Grassley: Trade Adjustment Assistance Reforms Yielding Progress
M E M O R A N D U M
To: Reporters and Editors
Fr: Jill Gerber for Chairman Grassley, 202/224-6522
Re: Trade Adjustment Assistance
Da: Tuesday, Oct. 5, 2004
Sen. Chuck Grassley, chairman of the Committee on Finance, which has jurisdiction over international trade, offered the following comments today in a floor statement addressing the Trade Adjustment Assistance program. He submitted the floor statement for the record.
“Mr. President, I rise to address the progress that’s been made in how the Trade Adjustment Assistance, or TAA, program operates. You may recall that in 2002, I worked with Senator Baucus to shepherd landmark TAA reforms through Congress. President Bush acknowledged the role of TAA as an important part of his comprehensive trade agenda when he signed these reforms into lawin August of that year. The reform legislation made a number of changes to TAA, including, for thevery first time, the addition of a new health coverage tax credit, or HCTC, and a new wage insuranceprovision, as well as a doubling of the funds available for retraining workers dislocated by trade.Given the number and significance of the changes made to TAA, I joined Senator Baucus in askingthe Government Accountability Office, or GAO, to study how the TAA Reform Act is beingimplemented. Separately, we asked GAO to study how the health coverage tax credit is beingimplemented. The GAO report on TAA came out last month, and while it’s clear some of the detailsof implementation merit further study, overall the report shows a marked improvement in the wayTAA is administered.
“The GAO report notes that the Department of Labor has reduced its average petitionprocessingtime from 107 days in 2002 to 38 days in 2003, and the percentage of petitions processedin 40 days or less increased from 17 percent in 2002 to 62 percent in 2003. Certified workers areenrolling in training services more quickly than in prior years. More broadly, it is evident that thefunds available under TAA are beginning to be administered more effectively. One of the hurdlesthat Labor officials had to overcome was a perception, at least in some states, that all TAA-eligibleworkers are entitled to training. According to GAO, that perception contributed to problems withmanaging TAA training funds.
“In response, the Labor Department has encouraged states to take steps to better administerTAA funds. The Labor Department has also improved the way it disburses training funds so thatstate officials can better target the funds that are available to workers who are truly in need oftraining. These efforts are starting to pay off; in fact, after the GAO report came out, we learned thatthanks to improved administration by the Labor Department, $28.4 million was available at the endof the 2004 fiscal year for supplemental distribution. Last week my home state of Iowa received anadditional $559,626 in additional TAA training, job search, and relocation funds. These funds willhelp ensure that trade-impacted Iowans will receive the benefits they are entitled to under theprogram. The same is true for states across the country. I think we can all agree, Mr. President, thatit’s good to see our taxpayer dollars being spent more wisely.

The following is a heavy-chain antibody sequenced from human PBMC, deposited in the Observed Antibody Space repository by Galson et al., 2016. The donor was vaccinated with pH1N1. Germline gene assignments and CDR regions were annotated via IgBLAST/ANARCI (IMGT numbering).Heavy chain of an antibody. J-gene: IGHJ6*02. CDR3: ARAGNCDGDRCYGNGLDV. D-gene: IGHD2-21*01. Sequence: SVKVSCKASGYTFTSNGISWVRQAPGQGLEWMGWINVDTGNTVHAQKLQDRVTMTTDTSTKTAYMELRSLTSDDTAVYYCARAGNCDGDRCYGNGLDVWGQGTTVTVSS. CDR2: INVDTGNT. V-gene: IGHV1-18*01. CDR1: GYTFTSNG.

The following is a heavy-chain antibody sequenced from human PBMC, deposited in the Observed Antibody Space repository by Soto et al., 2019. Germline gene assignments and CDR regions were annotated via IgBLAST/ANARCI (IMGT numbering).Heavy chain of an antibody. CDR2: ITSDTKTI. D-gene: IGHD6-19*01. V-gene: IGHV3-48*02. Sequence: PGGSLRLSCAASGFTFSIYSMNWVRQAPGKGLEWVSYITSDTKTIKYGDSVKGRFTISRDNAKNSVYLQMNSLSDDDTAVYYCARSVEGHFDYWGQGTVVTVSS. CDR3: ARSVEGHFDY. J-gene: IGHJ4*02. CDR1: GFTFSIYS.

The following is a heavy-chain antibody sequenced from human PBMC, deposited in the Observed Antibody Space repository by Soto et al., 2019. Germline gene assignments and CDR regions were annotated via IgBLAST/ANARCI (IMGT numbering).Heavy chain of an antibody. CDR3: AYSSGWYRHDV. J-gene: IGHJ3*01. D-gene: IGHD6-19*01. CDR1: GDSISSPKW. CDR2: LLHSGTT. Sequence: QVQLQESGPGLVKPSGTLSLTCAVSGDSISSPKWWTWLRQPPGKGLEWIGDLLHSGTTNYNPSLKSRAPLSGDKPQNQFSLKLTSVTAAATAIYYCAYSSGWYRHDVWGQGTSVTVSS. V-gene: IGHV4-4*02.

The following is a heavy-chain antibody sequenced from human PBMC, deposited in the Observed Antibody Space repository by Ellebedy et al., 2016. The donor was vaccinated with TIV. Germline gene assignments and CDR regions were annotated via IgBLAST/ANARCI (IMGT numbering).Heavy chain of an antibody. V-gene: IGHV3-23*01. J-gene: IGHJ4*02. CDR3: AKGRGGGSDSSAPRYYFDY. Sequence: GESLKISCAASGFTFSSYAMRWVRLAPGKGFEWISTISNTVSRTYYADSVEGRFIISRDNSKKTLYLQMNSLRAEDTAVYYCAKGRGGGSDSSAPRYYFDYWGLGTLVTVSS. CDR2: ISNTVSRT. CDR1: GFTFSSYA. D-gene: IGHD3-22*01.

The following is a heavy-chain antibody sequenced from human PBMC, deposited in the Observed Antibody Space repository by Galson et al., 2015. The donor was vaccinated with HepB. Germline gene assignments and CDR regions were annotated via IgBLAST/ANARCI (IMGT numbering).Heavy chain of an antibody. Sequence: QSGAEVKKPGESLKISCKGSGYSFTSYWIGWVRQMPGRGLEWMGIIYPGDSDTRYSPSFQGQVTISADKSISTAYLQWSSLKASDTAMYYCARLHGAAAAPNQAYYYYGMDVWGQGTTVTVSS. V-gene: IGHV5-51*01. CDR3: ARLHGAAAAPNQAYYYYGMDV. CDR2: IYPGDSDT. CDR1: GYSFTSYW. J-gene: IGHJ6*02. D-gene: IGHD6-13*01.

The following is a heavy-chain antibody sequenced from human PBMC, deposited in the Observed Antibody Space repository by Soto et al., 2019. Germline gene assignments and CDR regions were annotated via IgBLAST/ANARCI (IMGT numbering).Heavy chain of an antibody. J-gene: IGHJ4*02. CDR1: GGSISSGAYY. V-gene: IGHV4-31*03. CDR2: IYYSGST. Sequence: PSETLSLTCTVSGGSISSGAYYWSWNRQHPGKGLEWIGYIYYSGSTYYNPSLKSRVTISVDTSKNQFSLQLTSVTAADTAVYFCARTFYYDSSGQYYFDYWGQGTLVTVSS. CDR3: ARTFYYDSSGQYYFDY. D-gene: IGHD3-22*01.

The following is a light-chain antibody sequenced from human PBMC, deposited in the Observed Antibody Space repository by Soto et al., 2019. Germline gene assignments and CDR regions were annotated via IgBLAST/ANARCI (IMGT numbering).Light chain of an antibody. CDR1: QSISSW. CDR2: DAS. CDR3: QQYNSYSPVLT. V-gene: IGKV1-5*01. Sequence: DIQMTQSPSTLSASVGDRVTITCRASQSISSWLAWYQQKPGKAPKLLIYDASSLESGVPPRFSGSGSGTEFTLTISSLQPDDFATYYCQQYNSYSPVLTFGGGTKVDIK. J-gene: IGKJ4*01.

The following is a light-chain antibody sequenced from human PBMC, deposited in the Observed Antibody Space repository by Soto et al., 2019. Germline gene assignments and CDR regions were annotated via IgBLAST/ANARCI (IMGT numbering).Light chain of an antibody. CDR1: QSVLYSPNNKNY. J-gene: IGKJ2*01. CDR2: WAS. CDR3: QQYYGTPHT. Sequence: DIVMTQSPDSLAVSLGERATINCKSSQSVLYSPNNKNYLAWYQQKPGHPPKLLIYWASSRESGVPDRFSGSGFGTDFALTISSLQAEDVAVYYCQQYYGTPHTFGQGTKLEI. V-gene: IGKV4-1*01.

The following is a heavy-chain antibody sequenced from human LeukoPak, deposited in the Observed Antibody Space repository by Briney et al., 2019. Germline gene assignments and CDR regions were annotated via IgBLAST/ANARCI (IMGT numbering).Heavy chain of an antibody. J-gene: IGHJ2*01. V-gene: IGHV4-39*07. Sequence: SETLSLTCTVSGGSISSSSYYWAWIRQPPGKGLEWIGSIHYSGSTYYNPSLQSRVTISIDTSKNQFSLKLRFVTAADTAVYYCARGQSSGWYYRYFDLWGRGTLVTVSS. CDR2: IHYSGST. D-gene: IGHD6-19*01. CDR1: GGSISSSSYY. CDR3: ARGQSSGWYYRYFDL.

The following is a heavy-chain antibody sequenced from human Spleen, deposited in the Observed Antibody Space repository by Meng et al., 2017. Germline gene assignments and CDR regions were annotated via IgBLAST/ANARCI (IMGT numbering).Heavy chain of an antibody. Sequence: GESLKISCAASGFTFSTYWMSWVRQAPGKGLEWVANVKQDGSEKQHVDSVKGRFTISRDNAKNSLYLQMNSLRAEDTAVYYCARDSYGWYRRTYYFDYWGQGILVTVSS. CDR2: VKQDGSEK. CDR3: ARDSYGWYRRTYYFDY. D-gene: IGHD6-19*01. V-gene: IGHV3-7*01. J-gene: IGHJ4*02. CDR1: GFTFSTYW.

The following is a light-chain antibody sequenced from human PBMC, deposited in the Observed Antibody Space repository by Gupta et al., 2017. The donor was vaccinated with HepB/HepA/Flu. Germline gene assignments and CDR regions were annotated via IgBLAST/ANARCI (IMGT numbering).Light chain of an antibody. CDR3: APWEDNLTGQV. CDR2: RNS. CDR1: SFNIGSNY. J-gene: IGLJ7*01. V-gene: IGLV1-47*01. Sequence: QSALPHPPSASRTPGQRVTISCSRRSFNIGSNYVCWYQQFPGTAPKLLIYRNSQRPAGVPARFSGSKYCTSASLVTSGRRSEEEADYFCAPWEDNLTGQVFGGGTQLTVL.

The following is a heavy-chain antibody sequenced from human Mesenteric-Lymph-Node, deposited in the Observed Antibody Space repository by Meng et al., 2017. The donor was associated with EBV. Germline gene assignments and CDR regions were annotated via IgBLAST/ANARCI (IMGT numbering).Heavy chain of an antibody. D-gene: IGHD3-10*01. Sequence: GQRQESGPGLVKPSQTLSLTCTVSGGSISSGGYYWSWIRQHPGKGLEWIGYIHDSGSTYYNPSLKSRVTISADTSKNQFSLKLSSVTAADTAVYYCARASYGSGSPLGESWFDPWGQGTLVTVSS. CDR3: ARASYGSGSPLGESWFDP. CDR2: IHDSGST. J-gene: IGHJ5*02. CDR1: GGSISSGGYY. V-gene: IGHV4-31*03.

“Unfortunately, the GAO report fails to capture the full breadth of the improvements madeby the Labor Department. The report states that 19 states temporarily discontinued enrolling TAAeligibleworkers in training at some point between fiscal years 2001 and 2003 because they lackedadequate training funds. However, GAO collected only aggregate data, so it is unclear how manystates temporarily discontinued enrollment before funding was doubled in the TAA Reform Act of2002, versus after. That information would have been helpful. The report does note that 6 statestemporarily discontinued enrollment during fiscal year 2004, which is quite puzzling given the factthat the TAA program had funds left over at the end of the year. I think it’s important to note thatLabor dispatched technical assistance teams to help those states implement needed improvementsso that workers could get access to training. Since there wasn’t any shortfall in funds, it seems thosesix states can work with Labor to administer the program more effectively. So, while Labor’sprogress has been impressive, there’s certainly more work to be done.